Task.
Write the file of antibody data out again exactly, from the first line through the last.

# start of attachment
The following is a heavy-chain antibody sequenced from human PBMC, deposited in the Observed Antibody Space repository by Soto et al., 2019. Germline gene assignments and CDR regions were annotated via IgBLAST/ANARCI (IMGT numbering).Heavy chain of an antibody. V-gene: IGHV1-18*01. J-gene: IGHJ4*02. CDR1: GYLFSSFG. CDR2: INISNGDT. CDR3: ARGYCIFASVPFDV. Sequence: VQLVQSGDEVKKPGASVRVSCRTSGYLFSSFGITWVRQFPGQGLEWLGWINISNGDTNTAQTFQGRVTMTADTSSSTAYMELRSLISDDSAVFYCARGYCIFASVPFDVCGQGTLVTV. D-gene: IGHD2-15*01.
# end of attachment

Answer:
The following is a heavy-chain antibody sequenced from human PBMC, deposited in the Observed Antibody Space repository by Soto et al., 2019. Germline gene assignments and CDR regions were annotated via IgBLAST/ANARCI (IMGT numbering).Heavy chain of an antibody. V-gene: IGHV1-18*01. J-gene: IGHJ4*02. CDR1: GYLFSSFG. CDR2: INISNGDT. CDR3: ARGYCIFASVPFDV. Sequence: VQLVQSGDEVKKPGASVRVSCRTSGYLFSSFGITWVRQFPGQGLEWLGWINISNGDTNTAQTFQGRVTMTADTSSSTAYMELRSLISDDSAVFYCARGYCIFASVPFDVCGQGTLVTV. D-gene: IGHD2-15*01.